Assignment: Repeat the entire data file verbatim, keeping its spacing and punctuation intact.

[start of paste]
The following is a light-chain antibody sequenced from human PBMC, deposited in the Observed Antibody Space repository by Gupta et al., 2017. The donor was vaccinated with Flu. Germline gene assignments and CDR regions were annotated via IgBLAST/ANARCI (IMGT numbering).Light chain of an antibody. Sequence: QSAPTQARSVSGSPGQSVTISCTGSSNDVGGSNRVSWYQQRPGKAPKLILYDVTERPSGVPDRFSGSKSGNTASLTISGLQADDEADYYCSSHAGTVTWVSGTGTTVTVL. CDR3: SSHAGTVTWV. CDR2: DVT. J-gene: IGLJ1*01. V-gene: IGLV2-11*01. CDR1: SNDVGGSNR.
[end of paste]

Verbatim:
The following is a light-chain antibody sequenced from human PBMC, deposited in the Observed Antibody Space repository by Gupta et al., 2017. The donor was vaccinated with Flu. Germline gene assignments and CDR regions were annotated via IgBLAST/ANARCI (IMGT numbering).Light chain of an antibody. Sequence: QSAPTQARSVSGSPGQSVTISCTGSSNDVGGSNRVSWYQQRPGKAPKLILYDVTERPSGVPDRFSGSKSGNTASLTISGLQADDEADYYCSSHAGTVTWVSGTGTTVTVL. CDR3: SSHAGTVTWV. CDR2: DVT. J-gene: IGLJ1*01. V-gene: IGLV2-11*01. CDR1: SNDVGGSNR.